The U.S. Deports Children of Documented Immigrants—My Parents Learned This the Hard Way

Long waits for green cards mean thousands of children of documented immigrants face deportation once they turn 21 if their parents haven't yet received permanent resident status. One family shares their story.

Eti Sinha and her family
Photo: Eti Sinha

When my parents moved my twin sister, Eva, and me from our native India to the U.S. in 2004, my dad felt hopeful and my mom felt hesitant. She'd lived in the same city her whole life and worried about losing the cultural comforts of home and our family support system. Still, my dad made a compelling pitch: career opportunities, family adventures, and a world where their 7-year-old daughters were free to pursue their wildest aspirations. That tipped the scale. My mom knew that India's patriarchal society held back many brilliant women, who were expected to give up their dreams to support their husbands. She and my dad wanted more for us. So we packed our life in a few suitcases and boarded a plane to San Francisco.

In many ways, my parents' dreams came true. My father started as an international doctoral student and eventually became the CEO of a Bay-area consulting firm. My mom forged her own career and is now a university admissions director. We spent our childhood years biking around Golden Gate Park, skateboarding the city's iconic hills, and soaking up the city's global languages and traditions. And our parents' dreams for us came true, too. Today my sister works in Silicon Valley and I am a biomedical engineering Ph.D. student at Cornell University, working to help advance early cancer detection. But we're living our dreams on borrowed time.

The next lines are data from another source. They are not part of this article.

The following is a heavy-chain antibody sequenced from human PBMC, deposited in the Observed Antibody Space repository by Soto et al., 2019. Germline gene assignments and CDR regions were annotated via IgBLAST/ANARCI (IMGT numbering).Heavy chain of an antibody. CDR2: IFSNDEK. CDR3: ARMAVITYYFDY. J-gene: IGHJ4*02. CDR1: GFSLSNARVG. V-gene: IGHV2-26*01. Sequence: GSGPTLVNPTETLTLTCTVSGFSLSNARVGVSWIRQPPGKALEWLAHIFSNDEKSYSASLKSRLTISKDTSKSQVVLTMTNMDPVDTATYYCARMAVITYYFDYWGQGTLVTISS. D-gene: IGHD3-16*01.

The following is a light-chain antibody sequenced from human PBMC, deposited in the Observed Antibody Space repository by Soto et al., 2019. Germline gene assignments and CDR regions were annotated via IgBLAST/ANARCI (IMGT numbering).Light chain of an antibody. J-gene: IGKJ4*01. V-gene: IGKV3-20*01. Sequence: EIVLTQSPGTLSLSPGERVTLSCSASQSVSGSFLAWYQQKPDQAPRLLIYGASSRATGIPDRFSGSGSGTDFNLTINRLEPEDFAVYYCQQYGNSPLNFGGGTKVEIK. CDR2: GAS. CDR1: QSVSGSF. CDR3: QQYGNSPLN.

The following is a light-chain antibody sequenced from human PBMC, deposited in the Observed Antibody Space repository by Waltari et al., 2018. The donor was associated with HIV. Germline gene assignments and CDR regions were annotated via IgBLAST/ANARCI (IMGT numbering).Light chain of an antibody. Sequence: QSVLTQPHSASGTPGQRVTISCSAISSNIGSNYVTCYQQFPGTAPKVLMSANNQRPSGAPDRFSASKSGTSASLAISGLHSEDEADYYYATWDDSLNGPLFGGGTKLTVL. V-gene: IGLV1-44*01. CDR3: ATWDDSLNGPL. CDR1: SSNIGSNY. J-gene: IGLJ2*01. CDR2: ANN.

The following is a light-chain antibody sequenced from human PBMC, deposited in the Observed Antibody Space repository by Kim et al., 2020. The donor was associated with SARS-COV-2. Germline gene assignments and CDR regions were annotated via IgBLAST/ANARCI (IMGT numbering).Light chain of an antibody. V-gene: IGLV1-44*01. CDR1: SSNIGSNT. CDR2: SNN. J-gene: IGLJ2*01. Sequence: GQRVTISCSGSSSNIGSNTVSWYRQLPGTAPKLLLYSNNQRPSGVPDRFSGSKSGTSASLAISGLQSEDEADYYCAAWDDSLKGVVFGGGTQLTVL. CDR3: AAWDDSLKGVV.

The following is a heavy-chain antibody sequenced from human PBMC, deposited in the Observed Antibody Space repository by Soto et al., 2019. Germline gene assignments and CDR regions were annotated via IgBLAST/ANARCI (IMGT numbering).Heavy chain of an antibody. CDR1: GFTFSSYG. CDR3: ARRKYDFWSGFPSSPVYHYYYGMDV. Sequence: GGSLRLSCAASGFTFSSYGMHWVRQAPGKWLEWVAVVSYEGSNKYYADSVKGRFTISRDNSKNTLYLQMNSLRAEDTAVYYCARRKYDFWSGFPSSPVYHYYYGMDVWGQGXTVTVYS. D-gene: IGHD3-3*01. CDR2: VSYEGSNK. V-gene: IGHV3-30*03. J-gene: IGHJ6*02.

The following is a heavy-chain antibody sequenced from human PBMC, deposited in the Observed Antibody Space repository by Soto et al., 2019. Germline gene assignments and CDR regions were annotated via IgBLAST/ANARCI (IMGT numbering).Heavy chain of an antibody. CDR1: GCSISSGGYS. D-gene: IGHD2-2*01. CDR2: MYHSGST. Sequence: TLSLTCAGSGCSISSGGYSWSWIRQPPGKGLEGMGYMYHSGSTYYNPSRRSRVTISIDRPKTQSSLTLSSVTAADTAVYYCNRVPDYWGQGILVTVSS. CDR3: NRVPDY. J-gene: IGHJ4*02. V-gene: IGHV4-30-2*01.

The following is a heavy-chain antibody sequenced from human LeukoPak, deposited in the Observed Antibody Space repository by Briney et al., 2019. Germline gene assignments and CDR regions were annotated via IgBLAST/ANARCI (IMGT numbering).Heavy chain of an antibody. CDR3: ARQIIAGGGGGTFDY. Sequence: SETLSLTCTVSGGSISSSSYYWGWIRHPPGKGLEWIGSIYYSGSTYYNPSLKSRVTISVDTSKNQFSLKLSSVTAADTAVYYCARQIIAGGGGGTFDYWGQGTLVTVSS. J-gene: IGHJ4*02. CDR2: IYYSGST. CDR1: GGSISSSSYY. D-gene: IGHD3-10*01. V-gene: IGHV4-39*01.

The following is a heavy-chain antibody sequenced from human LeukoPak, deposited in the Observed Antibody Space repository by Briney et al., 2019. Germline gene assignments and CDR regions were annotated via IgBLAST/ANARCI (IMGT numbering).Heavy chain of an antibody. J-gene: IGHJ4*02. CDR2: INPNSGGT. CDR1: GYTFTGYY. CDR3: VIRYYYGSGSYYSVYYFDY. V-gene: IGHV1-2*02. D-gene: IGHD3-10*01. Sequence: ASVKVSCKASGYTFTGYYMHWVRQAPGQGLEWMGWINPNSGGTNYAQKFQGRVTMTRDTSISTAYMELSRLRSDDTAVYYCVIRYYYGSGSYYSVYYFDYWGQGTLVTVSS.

In 2016, I was meeting with my international student advisor at the University of California in San Diego, and they explained that my sister and I could soon be deported. I was flummoxed. We were—and had always been—documented immigrants.But as I learned that day, if our parents couldn't get green cards before we turned 21—a mere 10 months away—then our legal status expired and we'd be forced to self-deport. As it turns out, we are among 250,000 "documented Dreamers" currently stuck in the same terrible situation.

I still remember relaying the news to my parents. They were shattered. But gripped by fear and fury, Eva and I didn't care. We screamed at them, blaming them for a situation they clearly couldn't control. We'd fight, our mom would cry, and our dad, who felt guilty and responsible, tried his best to hide his emotions. He reassured us that he'd find a way to fix things.